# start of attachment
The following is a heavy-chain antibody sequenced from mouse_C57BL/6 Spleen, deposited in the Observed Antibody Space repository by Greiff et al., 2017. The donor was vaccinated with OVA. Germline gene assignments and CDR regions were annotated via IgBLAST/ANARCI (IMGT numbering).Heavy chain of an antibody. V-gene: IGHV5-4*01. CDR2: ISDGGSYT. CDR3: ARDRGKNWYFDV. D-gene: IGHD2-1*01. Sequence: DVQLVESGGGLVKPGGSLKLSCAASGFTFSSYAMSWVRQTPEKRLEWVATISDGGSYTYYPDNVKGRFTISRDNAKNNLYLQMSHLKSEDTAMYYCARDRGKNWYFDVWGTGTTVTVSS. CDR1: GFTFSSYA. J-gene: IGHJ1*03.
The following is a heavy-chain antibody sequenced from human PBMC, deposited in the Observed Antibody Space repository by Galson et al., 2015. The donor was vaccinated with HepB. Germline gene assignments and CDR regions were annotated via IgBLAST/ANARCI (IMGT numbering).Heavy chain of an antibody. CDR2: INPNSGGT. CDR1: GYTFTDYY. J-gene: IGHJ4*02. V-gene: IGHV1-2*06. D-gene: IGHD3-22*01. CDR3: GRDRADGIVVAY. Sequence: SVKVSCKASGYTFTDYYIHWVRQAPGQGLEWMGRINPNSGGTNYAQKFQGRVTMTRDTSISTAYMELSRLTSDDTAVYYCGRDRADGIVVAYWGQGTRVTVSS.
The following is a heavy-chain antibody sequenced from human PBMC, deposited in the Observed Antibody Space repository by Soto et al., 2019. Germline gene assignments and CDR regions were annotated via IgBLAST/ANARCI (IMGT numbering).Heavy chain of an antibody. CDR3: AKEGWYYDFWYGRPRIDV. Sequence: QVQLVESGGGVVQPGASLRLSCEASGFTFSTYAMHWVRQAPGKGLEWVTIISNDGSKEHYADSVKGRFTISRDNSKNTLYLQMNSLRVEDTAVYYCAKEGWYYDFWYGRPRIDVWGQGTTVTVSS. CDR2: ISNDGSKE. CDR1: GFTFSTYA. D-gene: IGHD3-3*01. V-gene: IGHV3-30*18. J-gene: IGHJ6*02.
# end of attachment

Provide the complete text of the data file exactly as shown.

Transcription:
The following is a heavy-chain antibody sequenced from mouse_C57BL/6 Spleen, deposited in the Observed Antibody Space repository by Greiff et al., 2017. The donor was vaccinated with OVA. Germline gene assignments and CDR regions were annotated via IgBLAST/ANARCI (IMGT numbering).Heavy chain of an antibody. V-gene: IGHV5-4*01. CDR2: ISDGGSYT. CDR3: ARDRGKNWYFDV. D-gene: IGHD2-1*01. Sequence: DVQLVESGGGLVKPGGSLKLSCAASGFTFSSYAMSWVRQTPEKRLEWVATISDGGSYTYYPDNVKGRFTISRDNAKNNLYLQMSHLKSEDTAMYYCARDRGKNWYFDVWGTGTTVTVSS. CDR1: GFTFSSYA. J-gene: IGHJ1*03.
The following is a heavy-chain antibody sequenced from human PBMC, deposited in the Observed Antibody Space repository by Galson et al., 2015. The donor was vaccinated with HepB. Germline gene assignments and CDR regions were annotated via IgBLAST/ANARCI (IMGT numbering).Heavy chain of an antibody. CDR2: INPNSGGT. CDR1: GYTFTDYY. J-gene: IGHJ4*02. V-gene: IGHV1-2*06. D-gene: IGHD3-22*01. CDR3: GRDRADGIVVAY. Sequence: SVKVSCKASGYTFTDYYIHWVRQAPGQGLEWMGRINPNSGGTNYAQKFQGRVTMTRDTSISTAYMELSRLTSDDTAVYYCGRDRADGIVVAYWGQGTRVTVSS.
The following is a heavy-chain antibody sequenced from human PBMC, deposited in the Observed Antibody Space repository by Soto et al., 2019. Germline gene assignments and CDR regions were annotated via IgBLAST/ANARCI (IMGT numbering).Heavy chain of an antibody. CDR3: AKEGWYYDFWYGRPRIDV. Sequence: QVQLVESGGGVVQPGASLRLSCEASGFTFSTYAMHWVRQAPGKGLEWVTIISNDGSKEHYADSVKGRFTISRDNSKNTLYLQMNSLRVEDTAVYYCAKEGWYYDFWYGRPRIDVWGQGTTVTVSS. CDR2: ISNDGSKE. CDR1: GFTFSTYA. D-gene: IGHD3-3*01. V-gene: IGHV3-30*18. J-gene: IGHJ6*02.